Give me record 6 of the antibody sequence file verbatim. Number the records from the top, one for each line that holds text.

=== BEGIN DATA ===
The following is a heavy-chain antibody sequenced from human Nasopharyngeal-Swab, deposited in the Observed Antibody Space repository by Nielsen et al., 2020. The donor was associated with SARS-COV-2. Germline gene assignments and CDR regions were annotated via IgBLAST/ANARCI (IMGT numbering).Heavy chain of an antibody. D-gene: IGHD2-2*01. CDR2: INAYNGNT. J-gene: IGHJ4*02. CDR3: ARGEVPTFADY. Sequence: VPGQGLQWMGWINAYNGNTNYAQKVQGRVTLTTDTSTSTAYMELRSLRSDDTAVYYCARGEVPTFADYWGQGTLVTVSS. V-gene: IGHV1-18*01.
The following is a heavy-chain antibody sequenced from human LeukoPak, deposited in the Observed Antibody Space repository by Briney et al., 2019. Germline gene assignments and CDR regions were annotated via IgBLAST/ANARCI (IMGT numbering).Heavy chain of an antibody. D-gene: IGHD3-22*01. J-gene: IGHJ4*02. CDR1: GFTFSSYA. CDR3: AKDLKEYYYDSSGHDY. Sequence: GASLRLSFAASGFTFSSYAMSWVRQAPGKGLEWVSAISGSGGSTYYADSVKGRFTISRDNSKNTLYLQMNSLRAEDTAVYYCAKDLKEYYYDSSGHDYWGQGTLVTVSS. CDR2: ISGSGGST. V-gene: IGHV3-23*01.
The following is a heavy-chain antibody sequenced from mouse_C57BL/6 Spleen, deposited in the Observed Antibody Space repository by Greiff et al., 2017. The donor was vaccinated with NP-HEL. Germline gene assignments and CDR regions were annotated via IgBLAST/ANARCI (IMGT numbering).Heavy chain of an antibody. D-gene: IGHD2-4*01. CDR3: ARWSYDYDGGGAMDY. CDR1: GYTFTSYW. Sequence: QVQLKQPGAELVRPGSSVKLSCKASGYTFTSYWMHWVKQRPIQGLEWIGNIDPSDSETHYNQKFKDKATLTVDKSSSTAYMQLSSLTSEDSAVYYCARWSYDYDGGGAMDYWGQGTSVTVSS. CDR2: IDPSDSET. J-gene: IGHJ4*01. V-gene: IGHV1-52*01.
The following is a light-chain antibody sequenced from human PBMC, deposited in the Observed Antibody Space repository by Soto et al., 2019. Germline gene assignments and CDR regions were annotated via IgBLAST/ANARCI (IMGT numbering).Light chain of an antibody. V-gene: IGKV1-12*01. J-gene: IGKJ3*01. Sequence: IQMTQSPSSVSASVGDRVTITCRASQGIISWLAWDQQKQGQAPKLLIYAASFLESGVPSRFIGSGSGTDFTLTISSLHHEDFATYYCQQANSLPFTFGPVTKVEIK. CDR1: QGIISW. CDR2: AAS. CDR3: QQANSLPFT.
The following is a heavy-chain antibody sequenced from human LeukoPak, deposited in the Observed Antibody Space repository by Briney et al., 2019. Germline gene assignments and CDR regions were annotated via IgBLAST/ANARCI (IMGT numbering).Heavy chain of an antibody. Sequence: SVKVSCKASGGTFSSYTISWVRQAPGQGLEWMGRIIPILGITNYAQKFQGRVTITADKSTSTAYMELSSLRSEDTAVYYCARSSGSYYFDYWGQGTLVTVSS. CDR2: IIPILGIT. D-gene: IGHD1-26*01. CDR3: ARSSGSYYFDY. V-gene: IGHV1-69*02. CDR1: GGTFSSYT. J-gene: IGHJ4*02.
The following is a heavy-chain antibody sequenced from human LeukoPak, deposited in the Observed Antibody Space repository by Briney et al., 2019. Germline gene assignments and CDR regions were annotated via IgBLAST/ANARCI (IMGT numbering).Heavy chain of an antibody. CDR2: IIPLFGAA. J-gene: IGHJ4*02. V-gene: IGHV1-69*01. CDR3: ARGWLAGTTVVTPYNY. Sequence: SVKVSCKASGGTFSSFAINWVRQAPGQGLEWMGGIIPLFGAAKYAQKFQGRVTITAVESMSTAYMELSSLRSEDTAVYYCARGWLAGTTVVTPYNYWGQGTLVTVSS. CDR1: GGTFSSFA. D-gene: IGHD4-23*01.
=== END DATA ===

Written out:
The following is a heavy-chain antibody sequenced from human LeukoPak, deposited in the Observed Antibody Space repository by Briney et al., 2019. Germline gene assignments and CDR regions were annotated via IgBLAST/ANARCI (IMGT numbering).Heavy chain of an antibody. CDR2: IIPLFGAA. J-gene: IGHJ4*02. V-gene: IGHV1-69*01. CDR3: ARGWLAGTTVVTPYNY. Sequence: SVKVSCKASGGTFSSFAINWVRQAPGQGLEWMGGIIPLFGAAKYAQKFQGRVTITAVESMSTAYMELSSLRSEDTAVYYCARGWLAGTTVVTPYNYWGQGTLVTVSS. CDR1: GGTFSSFA. D-gene: IGHD4-23*01.